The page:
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Dublin, Ireland
Hi, I'm Dermot Nolan, and I became a Master of Wine (MW) in 1997, and resigned from the Institute of Masters of Wine in 2023 after being an MW for exactly 26 years. I opened a wine shop in DĂșn Laoghaire, Ireland, called The Wine Library, which closed in 2018, and this is my personal wine blog. I will do my utmost to be fair and responsible in my posts – please read my Who Pays article in re the ethics of wine trips and writing. I have worked in wine education, retail, and consultancy since 1990. I was a Director of the Institute of Masters of Wine (IMW) from 2008 to 2014 and was also a member of the Events Committee, founder of the Trips Committee, and member of the Governance Committee. Having had problems with potentially libellous comments from unidentifiable posters, I now require that if you post a comment, you must identify yourself properly or it won't be published. Please note that I do not review products or services on request so kindly don't ask. I value my independence and I believe my readers (few that they may be) do so also.

Thursday, May 28, 2009

More Landmark...

So, after some 33 hours of flight I arrived in Adelaide at 08:00 today. Tired but excited by the prospects of the trip.

What is Landmark and why does it exist, I imagine you asking! Well, it is a week long tutorial where 12 selected people will learn about the finest wines Australia has to offer and the regional styles available. The tutors are some of Australia's finest when it comes to wine - Michael Hill-Smith MW AM, Dr Tony Jordan, Andrew Caillard MW with help from luminaries such as Brian Croser, James Halliday, Jeff Grosset, Louisa Rose and others. This is going back to school in a big way!

That, then, is the what so how about the why. Well, the world of wine is similar to the world of cars - if you want to be able to buy a Lamborghini then a few thousand people have to buy Fiats! That is, there has to be some basic level of product in order to sustain the esoteric. With wine there are the big brands and the small estates. For many generations Australia has produced both but I think it is fair to say that in recent years, say the last 25 (recent to an old geezer such as myself), the general emphasis has been very much on the brands. For a country which has natural limits to its production it is important to get consumers moving up from the base into the value-added wines.

I believe that in markets such as Ireland and the UK there is an inverted snobbery about Australian wines - when people buy everyday wine they think Australia. But when they want to buy a fine wine they think France. Now, there is a lot of good everyday wine produced in Australia and the French do have a knack for making some very fine wines but this is not the whole picture. Not only are there some lovely inexpensive French wines but there are also some very fine, age-worthy Australian wines. Furthermore, these have been available for generations.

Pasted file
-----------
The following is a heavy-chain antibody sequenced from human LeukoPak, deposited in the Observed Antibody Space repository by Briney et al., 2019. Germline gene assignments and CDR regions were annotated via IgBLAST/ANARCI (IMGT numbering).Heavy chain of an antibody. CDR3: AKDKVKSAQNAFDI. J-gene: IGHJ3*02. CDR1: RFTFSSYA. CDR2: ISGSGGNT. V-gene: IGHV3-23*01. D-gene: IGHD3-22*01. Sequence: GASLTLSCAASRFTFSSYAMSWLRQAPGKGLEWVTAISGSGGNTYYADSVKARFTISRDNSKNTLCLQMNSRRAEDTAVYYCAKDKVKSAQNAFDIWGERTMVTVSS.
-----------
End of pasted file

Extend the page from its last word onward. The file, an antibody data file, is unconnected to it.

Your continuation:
Landmark, I believe, seeks to open the world's eyes to these wines by choosing people who can spread the word. As a educator I can obviously do this so, I suppose, this is why I was lucky to get picked.

Today I met with Toby Bekkers of Paxton Wines and Mike Brown of Gemtree Vineyards, both producers in McLaren Vale. Toby drove me around and showed me the basic geography, geology and topography of the Vale. We then met with Mike and discussed biodynamic farming (both farm their vines biodynamically) and then had a tasting and lunch at the Star of Greece in Port Willunga.

My feelings about bio are simple enough - it works but not for the reasons espoused by many. We know, from extensive medical research, that homeopathy is little more than a placebo effect and, since bio uses preparations in homeopathic quantities, I believe that all the happens is the vines get sprayed with water from time to time. However, most good doctors would happily offer you a placebo or a homeopathic remedy if they think that will help you cure yourself so why worry about bio vines? After all, in most cases, excellent fruit quality results and so long as the winemaker doesn't muck things up in the winery then the resulting wines are usually very good. Furthermore, there is a marked increase in the biodiversity of the vineyard - soil, flora and fauna - which can only be beneficial in the long run.

Mike has a series of trials running in one of his vineyards where comparisons between bio, organic, light conventional and heavy conventional farming will be made. These should prove interesting because they're measuring things such as cost as well as wine quality! One day, though, I'd love to see a trial where someone simply sprays a set of vines with water whenever they do a bio spray just to see what happens. But maybe that's a blog for another day.

Well, faithful reader (who may well be as imaginary as the bio forces!!) I am exhausted after some 45 plus hours of travel and tasting, so more anon.

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